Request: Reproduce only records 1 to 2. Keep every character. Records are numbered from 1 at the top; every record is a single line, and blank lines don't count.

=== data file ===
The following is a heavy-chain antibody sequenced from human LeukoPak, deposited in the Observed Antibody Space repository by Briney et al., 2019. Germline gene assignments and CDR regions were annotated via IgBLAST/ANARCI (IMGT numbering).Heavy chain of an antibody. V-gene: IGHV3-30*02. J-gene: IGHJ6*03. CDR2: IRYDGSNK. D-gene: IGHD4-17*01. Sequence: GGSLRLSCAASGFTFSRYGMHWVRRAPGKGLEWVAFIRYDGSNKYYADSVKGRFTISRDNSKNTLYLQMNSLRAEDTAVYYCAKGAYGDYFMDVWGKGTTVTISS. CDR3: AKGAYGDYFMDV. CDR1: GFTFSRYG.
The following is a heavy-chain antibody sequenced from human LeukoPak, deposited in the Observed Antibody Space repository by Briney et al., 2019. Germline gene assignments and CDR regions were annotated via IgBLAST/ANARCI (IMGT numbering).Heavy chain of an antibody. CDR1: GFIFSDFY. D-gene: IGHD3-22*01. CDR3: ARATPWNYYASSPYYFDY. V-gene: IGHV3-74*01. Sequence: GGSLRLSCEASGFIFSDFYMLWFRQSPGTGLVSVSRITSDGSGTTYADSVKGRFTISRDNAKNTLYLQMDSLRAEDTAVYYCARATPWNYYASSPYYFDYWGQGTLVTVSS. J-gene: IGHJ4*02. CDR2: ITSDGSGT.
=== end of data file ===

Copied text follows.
The following is a heavy-chain antibody sequenced from human LeukoPak, deposited in the Observed Antibody Space repository by Briney et al., 2019. Germline gene assignments and CDR regions were annotated via IgBLAST/ANARCI (IMGT numbering).Heavy chain of an antibody. V-gene: IGHV3-30*02. J-gene: IGHJ6*03. CDR2: IRYDGSNK. D-gene: IGHD4-17*01. Sequence: GGSLRLSCAASGFTFSRYGMHWVRRAPGKGLEWVAFIRYDGSNKYYADSVKGRFTISRDNSKNTLYLQMNSLRAEDTAVYYCAKGAYGDYFMDVWGKGTTVTISS. CDR3: AKGAYGDYFMDV. CDR1: GFTFSRYG.
The following is a heavy-chain antibody sequenced from human LeukoPak, deposited in the Observed Antibody Space repository by Briney et al., 2019. Germline gene assignments and CDR regions were annotated via IgBLAST/ANARCI (IMGT numbering).Heavy chain of an antibody. CDR1: GFIFSDFY. D-gene: IGHD3-22*01. CDR3: ARATPWNYYASSPYYFDY. V-gene: IGHV3-74*01. Sequence: GGSLRLSCEASGFIFSDFYMLWFRQSPGTGLVSVSRITSDGSGTTYADSVKGRFTISRDNAKNTLYLQMDSLRAEDTAVYYCARATPWNYYASSPYYFDYWGQGTLVTVSS. J-gene: IGHJ4*02. CDR2: ITSDGSGT.